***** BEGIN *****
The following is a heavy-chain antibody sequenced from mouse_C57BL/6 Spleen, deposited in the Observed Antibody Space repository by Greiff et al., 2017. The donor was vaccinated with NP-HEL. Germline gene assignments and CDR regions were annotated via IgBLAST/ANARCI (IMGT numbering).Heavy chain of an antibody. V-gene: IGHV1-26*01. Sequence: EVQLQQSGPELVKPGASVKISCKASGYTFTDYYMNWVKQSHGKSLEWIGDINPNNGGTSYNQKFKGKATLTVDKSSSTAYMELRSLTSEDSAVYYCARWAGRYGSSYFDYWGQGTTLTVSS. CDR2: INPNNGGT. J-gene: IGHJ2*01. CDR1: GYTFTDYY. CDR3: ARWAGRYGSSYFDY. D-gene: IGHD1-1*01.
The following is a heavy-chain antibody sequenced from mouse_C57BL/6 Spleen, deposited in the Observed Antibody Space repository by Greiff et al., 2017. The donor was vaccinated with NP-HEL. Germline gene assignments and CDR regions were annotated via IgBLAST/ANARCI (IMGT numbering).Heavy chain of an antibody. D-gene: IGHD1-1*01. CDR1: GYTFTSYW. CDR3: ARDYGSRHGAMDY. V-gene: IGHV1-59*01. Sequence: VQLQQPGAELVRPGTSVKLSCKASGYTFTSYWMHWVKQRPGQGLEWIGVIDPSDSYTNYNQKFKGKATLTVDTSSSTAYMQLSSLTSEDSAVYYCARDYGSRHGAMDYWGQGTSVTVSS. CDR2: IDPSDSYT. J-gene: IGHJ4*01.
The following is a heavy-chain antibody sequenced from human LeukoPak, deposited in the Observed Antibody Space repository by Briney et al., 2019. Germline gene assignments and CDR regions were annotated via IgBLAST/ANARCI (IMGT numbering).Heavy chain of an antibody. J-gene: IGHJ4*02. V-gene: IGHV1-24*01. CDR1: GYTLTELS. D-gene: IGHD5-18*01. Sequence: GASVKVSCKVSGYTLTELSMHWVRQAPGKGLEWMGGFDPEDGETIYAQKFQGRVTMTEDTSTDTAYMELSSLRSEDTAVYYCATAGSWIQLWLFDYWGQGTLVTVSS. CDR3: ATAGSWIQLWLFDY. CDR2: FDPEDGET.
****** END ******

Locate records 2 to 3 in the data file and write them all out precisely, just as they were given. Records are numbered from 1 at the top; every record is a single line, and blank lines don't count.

The following is a heavy-chain antibody sequenced from mouse_C57BL/6 Spleen, deposited in the Observed Antibody Space repository by Greiff et al., 2017. The donor was vaccinated with NP-HEL. Germline gene assignments and CDR regions were annotated via IgBLAST/ANARCI (IMGT numbering).Heavy chain of an antibody. D-gene: IGHD1-1*01. CDR1: GYTFTSYW. CDR3: ARDYGSRHGAMDY. V-gene: IGHV1-59*01. Sequence: VQLQQPGAELVRPGTSVKLSCKASGYTFTSYWMHWVKQRPGQGLEWIGVIDPSDSYTNYNQKFKGKATLTVDTSSSTAYMQLSSLTSEDSAVYYCARDYGSRHGAMDYWGQGTSVTVSS. CDR2: IDPSDSYT. J-gene: IGHJ4*01.
The following is a heavy-chain antibody sequenced from human LeukoPak, deposited in the Observed Antibody Space repository by Briney et al., 2019. Germline gene assignments and CDR regions were annotated via IgBLAST/ANARCI (IMGT numbering).Heavy chain of an antibody. J-gene: IGHJ4*02. V-gene: IGHV1-24*01. CDR1: GYTLTELS. D-gene: IGHD5-18*01. Sequence: GASVKVSCKVSGYTLTELSMHWVRQAPGKGLEWMGGFDPEDGETIYAQKFQGRVTMTEDTSTDTAYMELSSLRSEDTAVYYCATAGSWIQLWLFDYWGQGTLVTVSS. CDR3: ATAGSWIQLWLFDY. CDR2: FDPEDGET.